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The United States and China signed a Part 1 trade deal today that contained little in the way of positive surprises and an expected lack of detail.

As analysts and economists struggled to fill in the blanks, much of the deeper dive wound up stressing the negatives in the deal.

For example, although China pledged to buy a total of $32 billion in agricultural products over the next two years (and to strive for another $10 billion in purchases) in oil seeds, meat, cereals, ethanol and cotton. and to buy $52.4 billion in U.S. energy products such as liquified natural gas, crude oil, and coal, the terms of the deal don’t specify how much of each product China will buy or offer any details about when or if China will lift retaliatory tariffs imposed on American products such as soybeans and LNG.

Most agricultural markets fell on the signing of the deal as traders and farmers were left scratching their heads about when or if they might see additional purchases from China. Typical was the reaction from the National Farmers Union, which represents about 200,000 farm families: “Given the numerous deals that have been reached and then breached in the past two years, we are also skeptical,” the group said. “And without more concrete details, we are deeply concerned that all of this pain may not have been worth it.”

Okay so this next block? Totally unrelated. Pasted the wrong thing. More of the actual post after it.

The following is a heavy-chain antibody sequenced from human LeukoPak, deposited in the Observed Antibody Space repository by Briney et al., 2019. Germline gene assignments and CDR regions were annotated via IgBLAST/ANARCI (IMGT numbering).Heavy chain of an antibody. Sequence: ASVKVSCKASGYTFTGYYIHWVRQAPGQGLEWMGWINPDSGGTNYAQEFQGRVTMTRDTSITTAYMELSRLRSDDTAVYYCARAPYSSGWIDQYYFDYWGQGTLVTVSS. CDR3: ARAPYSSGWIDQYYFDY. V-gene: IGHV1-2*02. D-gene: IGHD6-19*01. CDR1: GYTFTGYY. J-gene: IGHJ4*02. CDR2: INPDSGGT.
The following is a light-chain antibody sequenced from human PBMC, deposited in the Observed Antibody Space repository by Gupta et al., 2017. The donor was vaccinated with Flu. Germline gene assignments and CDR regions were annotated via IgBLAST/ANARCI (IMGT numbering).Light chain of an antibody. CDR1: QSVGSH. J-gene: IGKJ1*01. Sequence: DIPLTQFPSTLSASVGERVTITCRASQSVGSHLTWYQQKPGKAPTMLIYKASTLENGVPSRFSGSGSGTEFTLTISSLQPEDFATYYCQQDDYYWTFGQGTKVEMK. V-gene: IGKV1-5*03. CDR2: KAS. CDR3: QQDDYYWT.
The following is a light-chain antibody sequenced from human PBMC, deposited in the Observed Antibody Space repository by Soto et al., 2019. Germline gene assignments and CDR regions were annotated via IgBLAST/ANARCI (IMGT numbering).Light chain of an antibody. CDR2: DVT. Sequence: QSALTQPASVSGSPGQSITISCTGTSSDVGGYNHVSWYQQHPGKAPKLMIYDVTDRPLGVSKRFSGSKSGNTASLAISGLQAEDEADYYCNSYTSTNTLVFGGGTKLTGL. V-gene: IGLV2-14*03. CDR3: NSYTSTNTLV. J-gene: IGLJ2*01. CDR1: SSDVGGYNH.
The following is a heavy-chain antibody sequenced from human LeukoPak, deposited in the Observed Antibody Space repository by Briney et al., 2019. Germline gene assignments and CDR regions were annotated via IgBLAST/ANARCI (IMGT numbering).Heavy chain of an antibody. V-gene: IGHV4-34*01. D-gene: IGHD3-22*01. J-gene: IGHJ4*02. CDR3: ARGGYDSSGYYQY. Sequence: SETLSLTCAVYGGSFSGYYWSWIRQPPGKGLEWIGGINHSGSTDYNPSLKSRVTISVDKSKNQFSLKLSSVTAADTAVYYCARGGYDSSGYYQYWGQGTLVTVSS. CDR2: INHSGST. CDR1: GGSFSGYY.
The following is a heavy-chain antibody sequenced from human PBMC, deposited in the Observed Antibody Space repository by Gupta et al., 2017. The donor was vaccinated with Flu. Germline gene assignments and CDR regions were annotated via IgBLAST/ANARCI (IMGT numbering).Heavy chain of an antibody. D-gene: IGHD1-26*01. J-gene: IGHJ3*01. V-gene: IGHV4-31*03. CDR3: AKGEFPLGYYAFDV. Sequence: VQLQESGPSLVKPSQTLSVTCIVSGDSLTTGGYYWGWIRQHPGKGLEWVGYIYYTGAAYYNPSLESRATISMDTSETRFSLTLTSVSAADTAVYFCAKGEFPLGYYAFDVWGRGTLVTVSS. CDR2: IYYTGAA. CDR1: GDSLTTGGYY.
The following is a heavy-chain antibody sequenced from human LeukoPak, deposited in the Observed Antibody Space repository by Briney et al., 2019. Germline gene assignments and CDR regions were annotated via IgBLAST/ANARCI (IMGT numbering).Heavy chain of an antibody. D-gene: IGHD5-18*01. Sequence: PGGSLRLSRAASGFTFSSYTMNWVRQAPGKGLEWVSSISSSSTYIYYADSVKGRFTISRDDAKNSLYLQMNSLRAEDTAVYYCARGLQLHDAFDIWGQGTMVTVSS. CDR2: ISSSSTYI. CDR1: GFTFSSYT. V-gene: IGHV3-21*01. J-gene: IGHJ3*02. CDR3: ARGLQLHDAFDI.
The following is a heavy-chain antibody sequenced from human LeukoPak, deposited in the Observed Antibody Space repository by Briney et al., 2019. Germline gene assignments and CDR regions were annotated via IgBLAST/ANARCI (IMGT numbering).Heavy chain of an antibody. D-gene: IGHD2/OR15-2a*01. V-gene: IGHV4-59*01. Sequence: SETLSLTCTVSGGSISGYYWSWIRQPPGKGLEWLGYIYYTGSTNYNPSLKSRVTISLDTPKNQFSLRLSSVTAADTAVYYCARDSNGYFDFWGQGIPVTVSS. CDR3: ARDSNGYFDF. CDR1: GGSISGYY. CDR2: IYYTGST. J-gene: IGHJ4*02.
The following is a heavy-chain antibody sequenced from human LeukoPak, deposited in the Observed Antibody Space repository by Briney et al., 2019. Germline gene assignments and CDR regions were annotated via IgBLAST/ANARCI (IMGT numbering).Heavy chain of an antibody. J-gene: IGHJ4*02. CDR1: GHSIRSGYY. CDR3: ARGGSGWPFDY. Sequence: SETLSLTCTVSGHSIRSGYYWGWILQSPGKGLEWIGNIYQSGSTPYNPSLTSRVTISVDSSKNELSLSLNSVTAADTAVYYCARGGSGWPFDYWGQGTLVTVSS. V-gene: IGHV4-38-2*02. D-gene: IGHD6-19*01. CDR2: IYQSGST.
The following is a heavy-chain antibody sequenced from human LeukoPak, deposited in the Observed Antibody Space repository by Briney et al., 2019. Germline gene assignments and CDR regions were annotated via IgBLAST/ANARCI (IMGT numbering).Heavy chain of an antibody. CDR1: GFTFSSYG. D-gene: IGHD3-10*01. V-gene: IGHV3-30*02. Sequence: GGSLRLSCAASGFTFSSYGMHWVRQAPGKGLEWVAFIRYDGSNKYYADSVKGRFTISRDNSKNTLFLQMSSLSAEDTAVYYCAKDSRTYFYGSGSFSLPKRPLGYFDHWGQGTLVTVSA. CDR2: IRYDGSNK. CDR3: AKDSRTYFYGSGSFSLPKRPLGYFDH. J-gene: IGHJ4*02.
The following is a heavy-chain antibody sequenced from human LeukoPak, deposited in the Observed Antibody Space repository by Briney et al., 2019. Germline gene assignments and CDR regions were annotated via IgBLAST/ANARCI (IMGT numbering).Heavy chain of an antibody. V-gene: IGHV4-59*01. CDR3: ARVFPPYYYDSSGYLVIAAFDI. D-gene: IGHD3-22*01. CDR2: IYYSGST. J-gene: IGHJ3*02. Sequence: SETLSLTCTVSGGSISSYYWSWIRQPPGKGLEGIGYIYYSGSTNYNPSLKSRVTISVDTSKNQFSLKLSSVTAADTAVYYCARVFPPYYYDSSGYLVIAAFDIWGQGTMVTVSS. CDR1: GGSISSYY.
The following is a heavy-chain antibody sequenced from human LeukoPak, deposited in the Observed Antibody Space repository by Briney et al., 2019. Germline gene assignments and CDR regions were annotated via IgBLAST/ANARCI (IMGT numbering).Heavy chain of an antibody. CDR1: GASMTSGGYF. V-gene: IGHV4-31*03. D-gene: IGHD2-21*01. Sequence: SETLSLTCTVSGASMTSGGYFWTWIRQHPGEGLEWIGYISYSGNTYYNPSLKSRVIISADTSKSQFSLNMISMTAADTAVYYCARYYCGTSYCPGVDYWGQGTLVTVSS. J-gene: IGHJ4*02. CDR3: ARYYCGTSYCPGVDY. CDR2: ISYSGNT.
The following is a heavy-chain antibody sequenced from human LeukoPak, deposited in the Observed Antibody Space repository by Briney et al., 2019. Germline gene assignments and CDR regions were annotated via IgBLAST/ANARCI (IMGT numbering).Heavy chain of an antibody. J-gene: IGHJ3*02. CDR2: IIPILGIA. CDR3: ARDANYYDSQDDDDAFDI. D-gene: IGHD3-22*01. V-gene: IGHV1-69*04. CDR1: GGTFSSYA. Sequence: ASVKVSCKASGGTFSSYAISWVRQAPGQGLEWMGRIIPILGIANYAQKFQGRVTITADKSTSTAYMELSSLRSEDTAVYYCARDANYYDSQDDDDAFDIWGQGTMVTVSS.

The Standard & Poor’s 500 closed down today by 0.15% but the Dow Jones Industrial Average gained 0.11%. The NASDAQ Composite fell 0.24% but the Russell 2000 small cap index gained 0.37%. the iShares MSCI Emerging Markets ETF (EEM) was lower by 0.80%.

Bank stocks that had rallied yesterday on good earnings news from JPMorgan Chase (JPM) and Citigroup (C) gave back those gains today on the lackluster action in the general market and on disappointing forecasts from Bank of America (BAC). JPMorgan Chase dropped 1.80% at the close. Wells Fargo (WFC), which had disappointed yesterday, continued its retreat, falling 1.99%. Citigroup slid 0.82% and Bank of America closed lower by 1.84%.